Chinese airlines have long focused on the domestic market, but the rapid growth of outbound travel represents a lucrative, though highly competitive, opportunity for growth.
Chinese air carriers are chasing new horizons as an increasingly competitive domestic market drives them to seek new opportunities abroad.
With the nation’s outbound travel set to soar, Chinese airlines are banking on brand recognition to capitalize on the population’s increasing appetite to work and travel abroad. As incomes enjoy steady growth, so too do foreign destinations hosting Chinese tourists.
China had the highest number of outbound tourists and amount of overseas spending in the world last year, according to a recent report released by the Tourist Research Center of the Chinese Academy of Social Sciences.
Ninety-seven million Chinese travelled abroad in 2013, beating the 2012 mark by roughly 14 million, according to the China National Tourism Administration. The number is expected to exceed 100 million this year.
The report said that China’s tourists have had the world’s strongest purchasing power since 2012. They overtook German and US tourists as the world’s biggest-spending travellers in 2012, spending US$102 billion overseas, a 40-per cent increase from 2011.
To meet demand, Hainan Airlines announced it will start a new nonstop service from Beijing to Boston, Massachusetts, in June.
“Business, leisure and educational travel and trade between the United States and China have been growing dramatically,” Liang Pubin, managing director of Hainan Airlines in North America, said at the time of the announcement. “This wonderful new link will stimulate this growth via the important Boston gateway.”
The new flight offers access for US visitors to more than 32 Chinese cities via Hainan Airlines’ hub in Beijing.
For Boston, it means adding to the 21 million annual tourists to the city — with Chinese the fastest-growing demographic in visitors — as well as bringing business travellers to stimulate the local economy.
Last year, 1.7 million Chinese travelled to the US, an increase of 40 per cent on 2012, according to figures from the US Department of State.
The surge in growth of Chinese going to the US is attributed to the US easing its visa policy in 2012 to entice more foreign tourists.
“Boston is the sixth-largest airline passenger market in the US to China and the largest without a nonstop service,” says Richard Davey, secretary and chief executive of the Massachusetts Department of Transportation.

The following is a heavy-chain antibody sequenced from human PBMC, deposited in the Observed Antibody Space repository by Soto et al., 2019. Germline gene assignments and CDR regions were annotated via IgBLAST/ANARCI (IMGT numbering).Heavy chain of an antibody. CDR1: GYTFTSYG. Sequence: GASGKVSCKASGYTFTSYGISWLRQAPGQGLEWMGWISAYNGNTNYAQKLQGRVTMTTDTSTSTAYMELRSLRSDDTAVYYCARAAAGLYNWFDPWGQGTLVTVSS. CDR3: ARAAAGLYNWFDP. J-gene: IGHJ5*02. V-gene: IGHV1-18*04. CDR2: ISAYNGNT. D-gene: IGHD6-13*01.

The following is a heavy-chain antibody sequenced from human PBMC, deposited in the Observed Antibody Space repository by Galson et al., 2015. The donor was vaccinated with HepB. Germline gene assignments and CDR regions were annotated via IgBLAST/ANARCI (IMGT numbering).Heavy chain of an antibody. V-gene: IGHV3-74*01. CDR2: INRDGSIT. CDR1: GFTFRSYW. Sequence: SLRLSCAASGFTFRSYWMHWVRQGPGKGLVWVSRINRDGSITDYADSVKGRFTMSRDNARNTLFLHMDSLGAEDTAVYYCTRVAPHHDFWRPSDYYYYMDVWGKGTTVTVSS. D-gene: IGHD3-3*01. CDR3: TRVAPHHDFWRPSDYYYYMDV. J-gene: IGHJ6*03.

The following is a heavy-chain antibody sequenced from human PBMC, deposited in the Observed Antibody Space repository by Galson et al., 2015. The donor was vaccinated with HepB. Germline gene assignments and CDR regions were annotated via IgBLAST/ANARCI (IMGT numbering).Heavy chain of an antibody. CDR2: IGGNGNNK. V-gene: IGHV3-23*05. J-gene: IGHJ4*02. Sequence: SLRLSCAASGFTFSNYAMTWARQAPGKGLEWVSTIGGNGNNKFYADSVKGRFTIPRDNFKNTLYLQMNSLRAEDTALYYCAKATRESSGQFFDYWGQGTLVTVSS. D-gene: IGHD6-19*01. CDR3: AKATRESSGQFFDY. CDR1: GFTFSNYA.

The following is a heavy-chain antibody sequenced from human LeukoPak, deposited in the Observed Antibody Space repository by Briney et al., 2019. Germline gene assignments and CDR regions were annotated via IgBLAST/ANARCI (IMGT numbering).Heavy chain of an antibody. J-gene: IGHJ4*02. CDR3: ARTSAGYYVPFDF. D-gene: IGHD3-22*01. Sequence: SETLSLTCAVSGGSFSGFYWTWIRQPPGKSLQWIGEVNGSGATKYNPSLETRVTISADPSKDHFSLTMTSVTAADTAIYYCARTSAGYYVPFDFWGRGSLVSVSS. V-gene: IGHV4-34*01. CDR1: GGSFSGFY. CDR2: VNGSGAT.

“This new route will help the regional economy, boost tourism and provide a convenient connection for tens of thousands of visitors.”
Early last year, Air China, the country’s largest airline, was the first Chinese carrier to run direct flights to Geneva from Beijing. It also launched a new Chengdu-Frankfurt service.
As the UK market becomes increasingly important, China Southern Airlines opened its Guangzhou-London route in June 2012, at the time operating three flights a week. This later increased to five flights a week and, in September, started to operate with its new Boeing 787 aircraft.
While domestic travel figures continue to rise, price wars among airlines and the roll-out of the country’s high-speed rail network mean companies operate on thin profits to stay competitive.
Furthering competition, the Chinese government has gradually eased regulations on the aviation industry, lifting a six-year ban on the establishment of independent air carriers and giving the green light to two new privately owned airlines.
But even as they seek greener pastures, their relatively late entry into the international travel arena has made it an uphill battle for Chinese airlines, says Andrew Herdman, director-general of the Association of Asia-Pacific Airlines.
“Chinese airlines do face competitive disadvantages when they go international — in terms of product, perception, brand awareness, distribution, capability and so on,” he says.
“With the growth of incomes in China and the fact that we now have a lot of outbound travel, that plays to the strength of the Chinese airlines because they are brands that are well known to Chinese travellers.
“But historically, long-haul flights to China were inbound-focused and the market source was the EU and America, so the Chinese airlines have had a disadvantage in terms of brand awareness and distribution presence in those source markets.”
The increasingly refined tastes of travellers from the Chinese mainland also add to the potential success of new long-haul routes operated by China’s airlines.
While global alliance partnerships have ensured that the airlines operate to international standards, most well-to-do Chinese vacationers still opt to go with international brands because they are perceived as more luxurious, says Herdman.
“Sophisticated mainland customers are quite savvy about which brands they choose, as you can tell by the kind of cars they buy and the type of luxury goods they buy,” he says.
“When it comes to which hotels they stay in and which airlines they favour, they are well aware they have a choice.
“It puts pressure on the mainland carriers to up their game in terms of product and service internationally.”
Regardless of factors at play, enterprising mainland airlines are making headway in the US.
According to a survey by PricewaterhouseCoopers, US airlines last year operated 53 per cent of the routes between the US and China, a drop of nearly 7 per cent from the year before.
Chinese airlines were responsible for the remaining 47 per cent.
(c)2014 the Asia News Network (Hamburg, Germany). Distributed by MCT Information Services.
Photo credit: Hainan Airlines jet departs from Sydney International Airport. Simon Clancy / Flickr